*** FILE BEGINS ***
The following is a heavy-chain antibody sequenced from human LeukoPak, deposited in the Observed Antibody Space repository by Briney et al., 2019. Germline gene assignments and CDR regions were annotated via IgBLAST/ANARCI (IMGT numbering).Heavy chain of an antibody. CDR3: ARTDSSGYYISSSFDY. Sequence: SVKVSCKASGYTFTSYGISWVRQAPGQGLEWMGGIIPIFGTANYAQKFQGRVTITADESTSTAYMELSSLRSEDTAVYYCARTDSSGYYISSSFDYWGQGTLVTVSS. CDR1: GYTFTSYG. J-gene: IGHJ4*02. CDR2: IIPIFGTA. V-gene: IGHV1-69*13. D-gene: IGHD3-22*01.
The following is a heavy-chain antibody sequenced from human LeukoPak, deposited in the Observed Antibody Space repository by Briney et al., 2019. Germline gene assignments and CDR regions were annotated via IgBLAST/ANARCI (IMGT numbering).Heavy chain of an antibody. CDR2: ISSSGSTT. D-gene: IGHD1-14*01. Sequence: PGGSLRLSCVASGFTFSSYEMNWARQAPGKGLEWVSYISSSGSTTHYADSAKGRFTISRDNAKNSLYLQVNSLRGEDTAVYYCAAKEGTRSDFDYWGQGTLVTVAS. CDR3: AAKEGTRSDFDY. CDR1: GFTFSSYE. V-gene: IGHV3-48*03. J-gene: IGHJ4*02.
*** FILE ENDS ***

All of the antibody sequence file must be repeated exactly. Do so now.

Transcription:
The following is a heavy-chain antibody sequenced from human LeukoPak, deposited in the Observed Antibody Space repository by Briney et al., 2019. Germline gene assignments and CDR regions were annotated via IgBLAST/ANARCI (IMGT numbering).Heavy chain of an antibody. CDR3: ARTDSSGYYISSSFDY. Sequence: SVKVSCKASGYTFTSYGISWVRQAPGQGLEWMGGIIPIFGTANYAQKFQGRVTITADESTSTAYMELSSLRSEDTAVYYCARTDSSGYYISSSFDYWGQGTLVTVSS. CDR1: GYTFTSYG. J-gene: IGHJ4*02. CDR2: IIPIFGTA. V-gene: IGHV1-69*13. D-gene: IGHD3-22*01.
The following is a heavy-chain antibody sequenced from human LeukoPak, deposited in the Observed Antibody Space repository by Briney et al., 2019. Germline gene assignments and CDR regions were annotated via IgBLAST/ANARCI (IMGT numbering).Heavy chain of an antibody. CDR2: ISSSGSTT. D-gene: IGHD1-14*01. Sequence: PGGSLRLSCVASGFTFSSYEMNWARQAPGKGLEWVSYISSSGSTTHYADSAKGRFTISRDNAKNSLYLQVNSLRGEDTAVYYCAAKEGTRSDFDYWGQGTLVTVAS. CDR3: AAKEGTRSDFDY. CDR1: GFTFSSYE. V-gene: IGHV3-48*03. J-gene: IGHJ4*02.